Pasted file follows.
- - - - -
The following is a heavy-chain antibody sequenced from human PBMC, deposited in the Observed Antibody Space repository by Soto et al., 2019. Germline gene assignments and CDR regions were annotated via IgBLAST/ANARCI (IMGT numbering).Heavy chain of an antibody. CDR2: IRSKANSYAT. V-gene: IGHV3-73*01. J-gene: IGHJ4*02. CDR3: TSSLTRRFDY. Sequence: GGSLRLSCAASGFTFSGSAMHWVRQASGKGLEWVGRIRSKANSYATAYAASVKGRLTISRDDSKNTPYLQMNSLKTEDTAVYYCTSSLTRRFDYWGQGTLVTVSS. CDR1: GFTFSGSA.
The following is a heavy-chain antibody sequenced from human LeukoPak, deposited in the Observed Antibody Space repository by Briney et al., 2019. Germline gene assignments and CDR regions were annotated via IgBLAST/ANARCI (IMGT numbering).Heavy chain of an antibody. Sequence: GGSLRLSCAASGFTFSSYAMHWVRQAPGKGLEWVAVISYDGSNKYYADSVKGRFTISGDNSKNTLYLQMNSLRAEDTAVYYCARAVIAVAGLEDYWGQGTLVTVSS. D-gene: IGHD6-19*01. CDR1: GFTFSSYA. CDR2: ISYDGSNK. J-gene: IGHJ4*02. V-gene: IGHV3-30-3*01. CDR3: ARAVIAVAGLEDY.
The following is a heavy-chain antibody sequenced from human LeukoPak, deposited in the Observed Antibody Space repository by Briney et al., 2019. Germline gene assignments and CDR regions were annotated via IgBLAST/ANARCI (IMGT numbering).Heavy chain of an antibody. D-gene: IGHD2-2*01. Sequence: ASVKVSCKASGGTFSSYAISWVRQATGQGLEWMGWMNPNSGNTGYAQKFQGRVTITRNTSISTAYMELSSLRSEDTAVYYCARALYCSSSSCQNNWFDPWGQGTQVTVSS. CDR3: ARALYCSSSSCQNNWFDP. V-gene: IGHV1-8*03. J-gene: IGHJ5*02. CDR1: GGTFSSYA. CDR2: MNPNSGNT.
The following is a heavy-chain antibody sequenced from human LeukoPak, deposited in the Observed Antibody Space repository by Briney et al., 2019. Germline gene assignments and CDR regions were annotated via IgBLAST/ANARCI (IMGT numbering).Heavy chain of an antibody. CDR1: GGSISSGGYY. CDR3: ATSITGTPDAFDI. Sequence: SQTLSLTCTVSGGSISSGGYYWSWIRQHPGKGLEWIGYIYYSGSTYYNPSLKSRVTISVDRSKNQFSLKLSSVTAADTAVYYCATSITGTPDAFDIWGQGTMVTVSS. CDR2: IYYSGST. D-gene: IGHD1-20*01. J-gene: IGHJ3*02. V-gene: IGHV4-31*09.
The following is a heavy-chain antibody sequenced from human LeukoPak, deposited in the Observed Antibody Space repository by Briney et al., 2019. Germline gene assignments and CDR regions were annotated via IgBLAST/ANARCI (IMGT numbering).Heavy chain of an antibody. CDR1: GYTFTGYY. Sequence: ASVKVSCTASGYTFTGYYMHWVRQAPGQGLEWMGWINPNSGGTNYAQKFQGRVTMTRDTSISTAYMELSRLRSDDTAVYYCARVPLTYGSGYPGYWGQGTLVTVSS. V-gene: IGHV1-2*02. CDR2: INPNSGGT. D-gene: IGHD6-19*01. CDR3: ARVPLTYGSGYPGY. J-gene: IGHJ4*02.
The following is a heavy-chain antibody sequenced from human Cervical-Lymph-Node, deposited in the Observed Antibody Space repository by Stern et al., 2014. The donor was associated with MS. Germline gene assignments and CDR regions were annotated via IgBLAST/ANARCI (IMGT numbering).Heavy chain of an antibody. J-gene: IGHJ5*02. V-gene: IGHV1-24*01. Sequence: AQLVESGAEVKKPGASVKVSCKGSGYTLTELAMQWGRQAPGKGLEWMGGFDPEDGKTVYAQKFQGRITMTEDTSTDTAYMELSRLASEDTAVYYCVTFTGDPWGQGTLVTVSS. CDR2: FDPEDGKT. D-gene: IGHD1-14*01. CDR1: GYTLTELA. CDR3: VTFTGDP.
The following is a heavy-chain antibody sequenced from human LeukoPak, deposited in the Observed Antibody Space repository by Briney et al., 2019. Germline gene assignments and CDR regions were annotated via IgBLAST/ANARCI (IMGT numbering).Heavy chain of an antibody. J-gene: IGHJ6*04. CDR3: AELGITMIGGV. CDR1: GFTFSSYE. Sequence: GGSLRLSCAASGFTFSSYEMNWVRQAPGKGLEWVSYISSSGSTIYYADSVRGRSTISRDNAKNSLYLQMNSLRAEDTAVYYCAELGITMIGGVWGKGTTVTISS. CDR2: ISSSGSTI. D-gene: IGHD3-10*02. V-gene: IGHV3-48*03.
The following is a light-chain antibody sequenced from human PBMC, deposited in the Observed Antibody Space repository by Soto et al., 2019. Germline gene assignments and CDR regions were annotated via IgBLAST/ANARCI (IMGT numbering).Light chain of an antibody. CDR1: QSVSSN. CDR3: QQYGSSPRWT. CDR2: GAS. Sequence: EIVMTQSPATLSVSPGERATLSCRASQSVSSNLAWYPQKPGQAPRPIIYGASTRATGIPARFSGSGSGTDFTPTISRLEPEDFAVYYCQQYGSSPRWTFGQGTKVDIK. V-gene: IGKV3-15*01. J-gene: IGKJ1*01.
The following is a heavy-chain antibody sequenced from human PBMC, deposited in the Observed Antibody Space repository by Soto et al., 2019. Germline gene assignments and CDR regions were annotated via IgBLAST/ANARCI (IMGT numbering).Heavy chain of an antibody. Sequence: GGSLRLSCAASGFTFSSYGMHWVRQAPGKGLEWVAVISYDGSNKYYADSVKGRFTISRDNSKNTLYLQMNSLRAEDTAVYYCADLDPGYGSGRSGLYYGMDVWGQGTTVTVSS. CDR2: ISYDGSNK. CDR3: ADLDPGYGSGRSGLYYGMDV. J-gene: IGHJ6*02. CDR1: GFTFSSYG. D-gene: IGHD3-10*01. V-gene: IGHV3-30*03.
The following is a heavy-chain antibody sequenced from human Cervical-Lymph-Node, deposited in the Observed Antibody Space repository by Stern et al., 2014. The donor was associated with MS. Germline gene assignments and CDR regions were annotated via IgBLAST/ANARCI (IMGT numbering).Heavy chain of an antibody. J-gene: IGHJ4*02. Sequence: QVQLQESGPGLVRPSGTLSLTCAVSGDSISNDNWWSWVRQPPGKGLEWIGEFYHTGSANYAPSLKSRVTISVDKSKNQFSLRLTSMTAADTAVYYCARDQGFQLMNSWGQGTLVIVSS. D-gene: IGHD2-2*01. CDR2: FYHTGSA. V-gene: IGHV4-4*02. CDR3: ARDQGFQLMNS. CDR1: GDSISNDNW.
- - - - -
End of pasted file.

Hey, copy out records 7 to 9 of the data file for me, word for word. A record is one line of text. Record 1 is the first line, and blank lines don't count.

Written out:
The following is a heavy-chain antibody sequenced from human LeukoPak, deposited in the Observed Antibody Space repository by Briney et al., 2019. Germline gene assignments and CDR regions were annotated via IgBLAST/ANARCI (IMGT numbering).Heavy chain of an antibody. J-gene: IGHJ6*04. CDR3: AELGITMIGGV. CDR1: GFTFSSYE. Sequence: GGSLRLSCAASGFTFSSYEMNWVRQAPGKGLEWVSYISSSGSTIYYADSVRGRSTISRDNAKNSLYLQMNSLRAEDTAVYYCAELGITMIGGVWGKGTTVTISS. CDR2: ISSSGSTI. D-gene: IGHD3-10*02. V-gene: IGHV3-48*03.
The following is a light-chain antibody sequenced from human PBMC, deposited in the Observed Antibody Space repository by Soto et al., 2019. Germline gene assignments and CDR regions were annotated via IgBLAST/ANARCI (IMGT numbering).Light chain of an antibody. CDR1: QSVSSN. CDR3: QQYGSSPRWT. CDR2: GAS. Sequence: EIVMTQSPATLSVSPGERATLSCRASQSVSSNLAWYPQKPGQAPRPIIYGASTRATGIPARFSGSGSGTDFTPTISRLEPEDFAVYYCQQYGSSPRWTFGQGTKVDIK. V-gene: IGKV3-15*01. J-gene: IGKJ1*01.
The following is a heavy-chain antibody sequenced from human PBMC, deposited in the Observed Antibody Space repository by Soto et al., 2019. Germline gene assignments and CDR regions were annotated via IgBLAST/ANARCI (IMGT numbering).Heavy chain of an antibody. Sequence: GGSLRLSCAASGFTFSSYGMHWVRQAPGKGLEWVAVISYDGSNKYYADSVKGRFTISRDNSKNTLYLQMNSLRAEDTAVYYCADLDPGYGSGRSGLYYGMDVWGQGTTVTVSS. CDR2: ISYDGSNK. CDR3: ADLDPGYGSGRSGLYYGMDV. J-gene: IGHJ6*02. CDR1: GFTFSSYG. D-gene: IGHD3-10*01. V-gene: IGHV3-30*03.